Hello, and welcome back to Off The Menu, where we explore the craziest stories about food from my email inbox. This week, we’ve got more tales of genuinely fantastic restaurant customers. As always, these are real stories from real readers.
For three weeks in the summer of 2008, I delivered sandwiches for Jimmy John’s in the suburbs of Chicago. My delivery zone was extremely unusual. Within three miles of my store was a shopping mall, the corporate headquarters for at least three major corporations, and loads of strip malls. There were also a lot of residential subdivisions full of McMansions (rapidly being foreclosed upon).
One of these subdivisions was notorious for not tipping. One address in particular was known for running a $19.87 tab and handing the driver a $20. Anyway, it was late on a Saturday evening, and I was heading into this subdivision…and I got lost. Suddenly all the houses looked more alike than usual, and the numbering didn’t make sense. I tried using an early version of Google Maps, but it sent me to the wrong place.
Finally I found the house, and ran to the door with apologies in tow. A woman in an evening gown opened the door with a big smile. I immediately started in with the excuses, but she interrupted me. “You tried to use Google didn’t you?”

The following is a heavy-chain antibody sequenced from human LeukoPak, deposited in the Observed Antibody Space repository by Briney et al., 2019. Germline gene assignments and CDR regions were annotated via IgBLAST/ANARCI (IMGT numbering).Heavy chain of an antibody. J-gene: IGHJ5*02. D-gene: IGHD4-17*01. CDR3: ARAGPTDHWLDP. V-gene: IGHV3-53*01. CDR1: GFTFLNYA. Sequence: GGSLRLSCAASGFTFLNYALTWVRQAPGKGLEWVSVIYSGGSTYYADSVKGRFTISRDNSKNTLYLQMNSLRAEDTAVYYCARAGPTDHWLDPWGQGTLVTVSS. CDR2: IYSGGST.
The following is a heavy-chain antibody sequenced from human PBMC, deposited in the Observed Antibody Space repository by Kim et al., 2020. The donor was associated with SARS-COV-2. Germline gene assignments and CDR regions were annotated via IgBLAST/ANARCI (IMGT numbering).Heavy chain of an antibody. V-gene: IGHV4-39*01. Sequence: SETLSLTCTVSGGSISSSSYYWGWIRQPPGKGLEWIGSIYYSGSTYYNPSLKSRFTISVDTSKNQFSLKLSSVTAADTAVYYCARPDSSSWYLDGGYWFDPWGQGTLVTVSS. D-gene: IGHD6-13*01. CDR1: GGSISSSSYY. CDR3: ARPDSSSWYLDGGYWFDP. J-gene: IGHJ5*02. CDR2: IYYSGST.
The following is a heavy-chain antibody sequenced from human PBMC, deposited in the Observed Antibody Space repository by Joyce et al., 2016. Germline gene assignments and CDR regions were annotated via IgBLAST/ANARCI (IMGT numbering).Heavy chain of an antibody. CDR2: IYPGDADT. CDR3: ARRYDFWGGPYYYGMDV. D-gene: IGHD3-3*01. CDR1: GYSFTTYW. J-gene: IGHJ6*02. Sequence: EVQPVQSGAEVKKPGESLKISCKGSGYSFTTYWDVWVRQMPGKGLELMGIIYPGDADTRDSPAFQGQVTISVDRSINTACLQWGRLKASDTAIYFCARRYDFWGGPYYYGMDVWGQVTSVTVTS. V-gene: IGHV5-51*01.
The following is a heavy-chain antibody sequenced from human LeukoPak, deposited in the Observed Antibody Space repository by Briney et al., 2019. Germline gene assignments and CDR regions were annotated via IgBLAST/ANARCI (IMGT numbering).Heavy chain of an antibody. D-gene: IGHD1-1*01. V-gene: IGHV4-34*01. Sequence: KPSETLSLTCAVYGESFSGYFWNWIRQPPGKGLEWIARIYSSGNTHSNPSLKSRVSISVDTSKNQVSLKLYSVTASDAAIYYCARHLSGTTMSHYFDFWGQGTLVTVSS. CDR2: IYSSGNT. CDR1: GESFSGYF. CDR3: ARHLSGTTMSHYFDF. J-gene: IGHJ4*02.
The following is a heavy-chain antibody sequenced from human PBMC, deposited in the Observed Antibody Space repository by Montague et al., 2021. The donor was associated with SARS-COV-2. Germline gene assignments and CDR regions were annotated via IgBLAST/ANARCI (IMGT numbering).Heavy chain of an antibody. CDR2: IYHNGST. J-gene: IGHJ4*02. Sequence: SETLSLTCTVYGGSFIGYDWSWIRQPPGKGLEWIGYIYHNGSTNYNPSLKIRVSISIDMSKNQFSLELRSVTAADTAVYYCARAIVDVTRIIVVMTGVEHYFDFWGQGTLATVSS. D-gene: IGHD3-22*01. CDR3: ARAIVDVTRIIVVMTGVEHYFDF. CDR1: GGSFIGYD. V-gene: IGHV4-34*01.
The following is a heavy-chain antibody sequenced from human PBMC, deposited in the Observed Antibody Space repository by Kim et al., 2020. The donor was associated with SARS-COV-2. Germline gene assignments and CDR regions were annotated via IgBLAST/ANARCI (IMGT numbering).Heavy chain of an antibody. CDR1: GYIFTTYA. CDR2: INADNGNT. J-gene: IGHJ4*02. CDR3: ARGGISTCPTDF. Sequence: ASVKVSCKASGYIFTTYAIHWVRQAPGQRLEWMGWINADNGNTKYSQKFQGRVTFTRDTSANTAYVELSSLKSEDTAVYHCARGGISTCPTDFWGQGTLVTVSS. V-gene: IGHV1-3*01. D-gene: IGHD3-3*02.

“Ooh yeah that doesn’t work so well. Hopefully they can fix that. I’m so sorry you had such a hard time this evening. We’re just happy to eat though, so don’t worry about it. Thanks!” And with that, she handed me payment for the meal and a $50 tip, and closed the door.
I thought I had died.
I used to work at the campus Taco Bell in college. Since Taco Bell was one of the very few places on campus you could get food for a dollar or two, we’d often get all the football players in to fill up on something that wasn’t burgers or the soup of the week so popular in the dining halls.
One day, a rather popular running back came in, and as I handed him his Baja Blast, I said sympathetically, “I hope that ankle sprain won’t keep you out of action long.” He jumped back like I’d brandished a gun at him and said, “How’d YOU know about THAT?” I explained I read about it in the campus paper that morning, and I’d seen the game he’d had to leave the Saturday before. He narrowed his eyes and said I couldn’t have known it was him because he’d paid with cash, not a card. I had to laugh at that point and explain I loved football and followed it religiously, and proceeded to scare him shitless by reciting his height, weight, 40 time, his stars as a prospect, number of starts and what high school he’s from.